This is actually pretty fun.
Most of my readers are familiar with RottenTomatoes.com. For those of you who aren't: RT is basically a site that collects just about every review they can grab for every movie that comes out. You can then search for the movie you're interested in and RT will post snippets from each of the reviews. They also divide the reviews into favorable and unfavorable or, in this case, "fresh" and "rotten." Hence the name. There's a Tomatometer at the top of each movie's page indicating what percentage of the reviews collected were considered "fresh." They also have a staff that gathers news and gossip and write features and what not, but really it's all about the Tomatometer.
Yesterday, I came across their ranking of "all fifty" Disney animated movies. (Why the quotations marks? Because I noticed neither the Duck Tales movie nor A Goofy Movie were on the list, so I'm sure there had to have been another omission or two along the way) Everything from Snow White to Tangled is tallied and Tomato-fied. I'm gonna link to the list in just a minute, but first a disclaimer:
First, it's a really fun list to look at. It's like taking a scenic tour of your childhood. "I remember that movie. I liked that movie! I'd forgotten about that movie!" You sort of realize how much emotionally you still have invested in some of these classics. And there are a lot of really solid films on this list. Unfortunately, that emotional attachment for your childhood that makes the list fun also makes it a bit maddening. "How in the world is this behind that?" "This movie has no place in the top twenty!" "I hate movie critics!" Et cetera.
So a few things to keep in mind:
1) It's not ranking the movies from worst to best, nor even from least to most successful (box office-wise); it's just telling you which were most favorably reviewed by critics.
2) That said, it's not even really that. It's a numerical tabulation based on general impressions of specific film critics. If a review ultimately says, "Well, it's nothing special, but it was pretty entertaining anyway," that could be considered either a positive or negative review by RT. I've seen it go both ways. So a 91% rating on the Tomatometer could hypothetically just mean 91% of reviewers thought it was slightly better than average, whereas slightly fewer critics (say, 88% or so) who were crazy about another movie would put it a step below on the list.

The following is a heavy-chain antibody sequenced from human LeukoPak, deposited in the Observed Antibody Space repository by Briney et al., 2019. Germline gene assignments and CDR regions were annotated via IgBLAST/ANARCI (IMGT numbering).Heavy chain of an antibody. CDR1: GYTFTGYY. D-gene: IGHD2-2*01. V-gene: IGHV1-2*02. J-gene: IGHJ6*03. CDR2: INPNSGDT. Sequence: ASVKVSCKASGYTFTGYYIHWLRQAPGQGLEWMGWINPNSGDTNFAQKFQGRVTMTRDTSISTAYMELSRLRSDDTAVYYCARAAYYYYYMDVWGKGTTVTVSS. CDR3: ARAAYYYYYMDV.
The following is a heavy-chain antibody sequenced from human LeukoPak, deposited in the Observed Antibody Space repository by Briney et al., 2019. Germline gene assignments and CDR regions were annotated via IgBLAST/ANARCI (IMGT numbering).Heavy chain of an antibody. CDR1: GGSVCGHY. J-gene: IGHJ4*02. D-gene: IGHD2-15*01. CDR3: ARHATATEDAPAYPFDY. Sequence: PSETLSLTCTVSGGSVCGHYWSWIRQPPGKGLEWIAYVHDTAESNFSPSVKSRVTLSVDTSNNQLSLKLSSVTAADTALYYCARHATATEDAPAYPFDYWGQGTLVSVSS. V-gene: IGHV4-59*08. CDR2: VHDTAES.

3) That said, it's a passable way to rate critic response, just not a perfect one. So try not to take minor discrepancies personally. ;-)
4) Remember that you're comparing 1950s critics with 2010's critics. So again, it's not a terribly scientific comparison. When Snow White came out, people were so blown away with the fact that it existed at all that they probably would have raved about it no matter what. They would probably have even thought Shrek the Third was a triumph. (Man, imagine what would have happened if you'd shown those people Who Framed Roger Rabbit?) Sure, a lot of critics gave this movie or that movie a good (or bad) review, but why? Animation? Music? Story? They were paid off by Don Bluth?
5) HOWEVER...I'm gonna admit one of my favorite things about this list was how easy it was to get riled up about it. Because we all have our favorites. And we all have one or two that we hate and feel offended that anybody ever liked. And they're all here (unless Duck Tales or A Goofy Movie are your favorite Disney movies). Overall, I'm pretty happy. Most of mine made a decent showing. Some clearly needed to be knocked down a peg or ten, and I personally don't know what Robin Hood did to make so many critics hate it. But hey, this is what it is, so go check it out and remember hours and hours in a movie theater seat with parents, friends, friends' parents, or whoever you always dragged with you to watch a two-hour cartoon.
And feel free to come back here and gripe about it in the comments. We'll have a grand old time!!